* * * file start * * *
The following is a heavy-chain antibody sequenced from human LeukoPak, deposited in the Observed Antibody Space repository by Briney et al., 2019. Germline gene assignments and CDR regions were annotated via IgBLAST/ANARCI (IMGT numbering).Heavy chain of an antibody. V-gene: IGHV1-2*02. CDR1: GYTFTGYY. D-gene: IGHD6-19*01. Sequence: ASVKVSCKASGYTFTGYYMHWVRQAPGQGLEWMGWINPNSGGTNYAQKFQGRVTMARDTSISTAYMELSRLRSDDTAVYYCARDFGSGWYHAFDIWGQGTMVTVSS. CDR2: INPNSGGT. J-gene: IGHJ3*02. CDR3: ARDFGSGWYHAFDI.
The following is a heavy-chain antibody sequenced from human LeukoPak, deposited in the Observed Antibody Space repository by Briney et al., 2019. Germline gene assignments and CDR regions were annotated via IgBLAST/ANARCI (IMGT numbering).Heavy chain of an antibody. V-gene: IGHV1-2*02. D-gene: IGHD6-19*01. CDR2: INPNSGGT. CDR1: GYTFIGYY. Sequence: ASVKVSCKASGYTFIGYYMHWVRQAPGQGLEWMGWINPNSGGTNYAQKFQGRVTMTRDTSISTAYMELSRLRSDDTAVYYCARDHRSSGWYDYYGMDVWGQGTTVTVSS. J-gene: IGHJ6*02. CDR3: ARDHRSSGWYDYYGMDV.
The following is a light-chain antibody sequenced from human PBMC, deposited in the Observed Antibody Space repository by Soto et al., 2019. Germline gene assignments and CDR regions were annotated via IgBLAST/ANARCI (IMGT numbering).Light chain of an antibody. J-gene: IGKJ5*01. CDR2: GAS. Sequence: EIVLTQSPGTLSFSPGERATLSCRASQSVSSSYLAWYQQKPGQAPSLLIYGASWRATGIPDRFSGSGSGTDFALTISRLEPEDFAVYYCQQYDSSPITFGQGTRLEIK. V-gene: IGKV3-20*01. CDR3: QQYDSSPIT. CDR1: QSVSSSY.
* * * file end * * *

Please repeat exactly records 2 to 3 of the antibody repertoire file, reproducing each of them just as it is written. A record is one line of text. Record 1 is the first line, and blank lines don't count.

The following is a heavy-chain antibody sequenced from human LeukoPak, deposited in the Observed Antibody Space repository by Briney et al., 2019. Germline gene assignments and CDR regions were annotated via IgBLAST/ANARCI (IMGT numbering).Heavy chain of an antibody. V-gene: IGHV1-2*02. D-gene: IGHD6-19*01. CDR2: INPNSGGT. CDR1: GYTFIGYY. Sequence: ASVKVSCKASGYTFIGYYMHWVRQAPGQGLEWMGWINPNSGGTNYAQKFQGRVTMTRDTSISTAYMELSRLRSDDTAVYYCARDHRSSGWYDYYGMDVWGQGTTVTVSS. J-gene: IGHJ6*02. CDR3: ARDHRSSGWYDYYGMDV.
The following is a light-chain antibody sequenced from human PBMC, deposited in the Observed Antibody Space repository by Soto et al., 2019. Germline gene assignments and CDR regions were annotated via IgBLAST/ANARCI (IMGT numbering).Light chain of an antibody. J-gene: IGKJ5*01. CDR2: GAS. Sequence: EIVLTQSPGTLSFSPGERATLSCRASQSVSSSYLAWYQQKPGQAPSLLIYGASWRATGIPDRFSGSGSGTDFALTISRLEPEDFAVYYCQQYDSSPITFGQGTRLEIK. V-gene: IGKV3-20*01. CDR3: QQYDSSPIT. CDR1: QSVSSSY.